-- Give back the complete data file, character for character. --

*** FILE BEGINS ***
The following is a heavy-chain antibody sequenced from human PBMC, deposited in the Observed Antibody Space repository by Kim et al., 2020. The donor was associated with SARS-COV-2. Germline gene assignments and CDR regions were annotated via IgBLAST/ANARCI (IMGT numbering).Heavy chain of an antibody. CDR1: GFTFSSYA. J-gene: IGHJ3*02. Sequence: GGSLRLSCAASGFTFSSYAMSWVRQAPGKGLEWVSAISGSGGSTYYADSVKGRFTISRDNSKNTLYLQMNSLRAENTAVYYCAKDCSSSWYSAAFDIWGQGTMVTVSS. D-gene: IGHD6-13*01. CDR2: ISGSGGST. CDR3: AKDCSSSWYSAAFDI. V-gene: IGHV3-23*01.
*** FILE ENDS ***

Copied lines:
The following is a heavy-chain antibody sequenced from human PBMC, deposited in the Observed Antibody Space repository by Kim et al., 2020. The donor was associated with SARS-COV-2. Germline gene assignments and CDR regions were annotated via IgBLAST/ANARCI (IMGT numbering).Heavy chain of an antibody. CDR1: GFTFSSYA. J-gene: IGHJ3*02. Sequence: GGSLRLSCAASGFTFSSYAMSWVRQAPGKGLEWVSAISGSGGSTYYADSVKGRFTISRDNSKNTLYLQMNSLRAENTAVYYCAKDCSSSWYSAAFDIWGQGTMVTVSS. D-gene: IGHD6-13*01. CDR2: ISGSGGST. CDR3: AKDCSSSWYSAAFDI. V-gene: IGHV3-23*01.